Josh Rogin covers national security and foreign policy and writes the daily Web column The Cable. His column appears bi-weekly in the print edition of The Washington Post. He can be reached for comments or tips at josh.rogin@foreignpolicy.com.

Previously, Josh covered defense and foreign policy as a staff writer for Congressional Quarterly, writing extensively on Iraq, Afghanistan, Guantánamo Bay, U.S.-Asia relations, defense budgeting and appropriations, and the defense lobbying and contracting industries. Prior to that, he covered military modernization, cyber warfare, space, and missile defense for Federal Computer Week Magazine. He has also served as Pentagon Staff Reporter for the Asahi Shimbun, Japan's leading daily newspaper, in its Washington, D.C., bureau, where he reported on U.S.-Japan relations, Chinese military modernization, the North Korean nuclear crisis, and more.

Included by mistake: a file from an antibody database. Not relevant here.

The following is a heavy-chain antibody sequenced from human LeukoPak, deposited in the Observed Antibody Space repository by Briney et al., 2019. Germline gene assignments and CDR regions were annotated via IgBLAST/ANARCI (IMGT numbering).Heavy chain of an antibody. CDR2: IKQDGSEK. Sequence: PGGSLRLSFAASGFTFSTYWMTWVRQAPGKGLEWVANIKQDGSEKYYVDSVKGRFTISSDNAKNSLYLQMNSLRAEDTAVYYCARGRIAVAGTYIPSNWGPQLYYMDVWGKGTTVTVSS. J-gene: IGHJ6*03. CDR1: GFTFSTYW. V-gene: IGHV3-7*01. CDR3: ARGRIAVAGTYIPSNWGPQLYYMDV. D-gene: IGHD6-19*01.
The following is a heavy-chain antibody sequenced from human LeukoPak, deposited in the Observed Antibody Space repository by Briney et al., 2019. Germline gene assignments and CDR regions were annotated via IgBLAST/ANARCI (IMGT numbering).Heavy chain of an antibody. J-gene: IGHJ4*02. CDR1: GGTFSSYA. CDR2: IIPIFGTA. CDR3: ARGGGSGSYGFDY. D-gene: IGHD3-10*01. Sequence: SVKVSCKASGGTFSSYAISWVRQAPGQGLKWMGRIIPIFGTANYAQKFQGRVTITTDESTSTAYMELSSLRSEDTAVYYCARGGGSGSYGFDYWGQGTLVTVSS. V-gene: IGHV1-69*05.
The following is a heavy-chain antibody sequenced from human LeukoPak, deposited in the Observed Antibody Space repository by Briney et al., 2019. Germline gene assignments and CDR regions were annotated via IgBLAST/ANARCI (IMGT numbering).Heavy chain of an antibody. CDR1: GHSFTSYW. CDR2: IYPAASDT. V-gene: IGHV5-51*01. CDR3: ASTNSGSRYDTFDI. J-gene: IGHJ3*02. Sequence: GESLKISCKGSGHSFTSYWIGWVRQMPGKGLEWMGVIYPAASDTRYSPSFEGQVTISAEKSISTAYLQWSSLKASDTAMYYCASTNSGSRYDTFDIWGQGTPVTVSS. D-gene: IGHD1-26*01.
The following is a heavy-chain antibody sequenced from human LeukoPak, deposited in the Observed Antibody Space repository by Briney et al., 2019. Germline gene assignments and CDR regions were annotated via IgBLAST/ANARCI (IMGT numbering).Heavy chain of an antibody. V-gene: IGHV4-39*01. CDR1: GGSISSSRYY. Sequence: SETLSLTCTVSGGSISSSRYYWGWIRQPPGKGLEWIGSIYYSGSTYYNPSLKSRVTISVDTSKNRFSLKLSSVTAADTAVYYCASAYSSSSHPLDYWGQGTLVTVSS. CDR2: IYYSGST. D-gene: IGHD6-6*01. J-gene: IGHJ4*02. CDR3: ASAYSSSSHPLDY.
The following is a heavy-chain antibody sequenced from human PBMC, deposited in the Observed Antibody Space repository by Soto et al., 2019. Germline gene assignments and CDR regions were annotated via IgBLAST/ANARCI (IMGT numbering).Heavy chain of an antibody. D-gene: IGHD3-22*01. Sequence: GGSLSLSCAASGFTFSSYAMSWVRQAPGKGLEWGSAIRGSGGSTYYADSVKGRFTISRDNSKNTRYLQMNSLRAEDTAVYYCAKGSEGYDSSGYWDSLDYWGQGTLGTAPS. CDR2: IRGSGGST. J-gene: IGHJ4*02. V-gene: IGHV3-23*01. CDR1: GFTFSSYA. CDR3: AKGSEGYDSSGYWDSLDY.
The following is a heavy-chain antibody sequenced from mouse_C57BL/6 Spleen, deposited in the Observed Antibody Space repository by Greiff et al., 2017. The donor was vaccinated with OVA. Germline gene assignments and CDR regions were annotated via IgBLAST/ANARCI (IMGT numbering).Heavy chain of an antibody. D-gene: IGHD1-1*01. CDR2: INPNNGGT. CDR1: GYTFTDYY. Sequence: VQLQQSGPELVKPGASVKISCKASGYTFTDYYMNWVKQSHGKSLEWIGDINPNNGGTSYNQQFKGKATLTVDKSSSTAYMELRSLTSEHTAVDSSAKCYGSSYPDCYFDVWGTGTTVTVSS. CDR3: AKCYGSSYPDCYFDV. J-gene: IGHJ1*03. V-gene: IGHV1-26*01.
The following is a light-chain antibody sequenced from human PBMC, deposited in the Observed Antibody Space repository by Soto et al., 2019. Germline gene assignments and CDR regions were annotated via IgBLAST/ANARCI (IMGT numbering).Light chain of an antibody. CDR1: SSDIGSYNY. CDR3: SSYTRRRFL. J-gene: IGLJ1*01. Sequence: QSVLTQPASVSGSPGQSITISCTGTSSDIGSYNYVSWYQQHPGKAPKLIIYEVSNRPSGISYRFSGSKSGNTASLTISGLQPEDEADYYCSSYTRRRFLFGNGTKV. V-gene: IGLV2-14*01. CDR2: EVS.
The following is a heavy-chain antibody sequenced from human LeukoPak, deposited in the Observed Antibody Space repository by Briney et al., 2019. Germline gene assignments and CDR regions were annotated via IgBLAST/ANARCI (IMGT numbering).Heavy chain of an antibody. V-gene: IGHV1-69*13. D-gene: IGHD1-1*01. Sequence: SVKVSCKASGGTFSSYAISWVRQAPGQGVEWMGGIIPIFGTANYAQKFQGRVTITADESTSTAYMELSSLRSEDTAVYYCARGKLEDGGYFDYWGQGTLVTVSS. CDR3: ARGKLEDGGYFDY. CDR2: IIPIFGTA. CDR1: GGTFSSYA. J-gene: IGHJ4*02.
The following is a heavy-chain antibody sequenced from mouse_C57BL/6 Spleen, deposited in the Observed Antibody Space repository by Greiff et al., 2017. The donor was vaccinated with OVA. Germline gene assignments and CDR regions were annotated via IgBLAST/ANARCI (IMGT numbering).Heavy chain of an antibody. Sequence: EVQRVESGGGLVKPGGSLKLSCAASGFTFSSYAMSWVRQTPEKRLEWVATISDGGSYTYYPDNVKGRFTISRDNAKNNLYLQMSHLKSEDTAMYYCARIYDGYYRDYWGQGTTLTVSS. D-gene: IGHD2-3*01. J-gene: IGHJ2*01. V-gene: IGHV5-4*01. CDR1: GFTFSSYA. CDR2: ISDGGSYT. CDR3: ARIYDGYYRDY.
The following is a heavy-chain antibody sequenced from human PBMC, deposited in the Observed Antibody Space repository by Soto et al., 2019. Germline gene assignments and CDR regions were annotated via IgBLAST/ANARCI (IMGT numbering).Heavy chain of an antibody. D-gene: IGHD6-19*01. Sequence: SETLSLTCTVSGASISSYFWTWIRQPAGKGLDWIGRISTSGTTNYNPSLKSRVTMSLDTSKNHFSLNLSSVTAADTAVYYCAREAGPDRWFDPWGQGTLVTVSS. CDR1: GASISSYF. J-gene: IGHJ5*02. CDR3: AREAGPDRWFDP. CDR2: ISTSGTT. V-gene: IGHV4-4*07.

A graduate of George Washington University's Elliott School of International Affairs, Josh lived in Yokohama, Japan, and studied at Tokyo's Sophia University. He speaks conversational Japanese and has reported from the region. He has also worked at the House International Relations Committee, the Embassy of Japan, and the Brookings Institution.

Josh's reporting has been featured on CNN, MSNBC, C-Span, CBS, ABC, NPR, WTOP, and several other outlets. He was a 2008-2009 National Press Foundation's Paul Miller Washington Reporting Fellow, 2009 military reporting fellow with the Knight Center for Specialized Journalism and the 2011 recipient of the InterAction Award for Excellence in International Reporting. He hails from Philadelphia and lives in Washington, D.C. Twitter: @joshrogin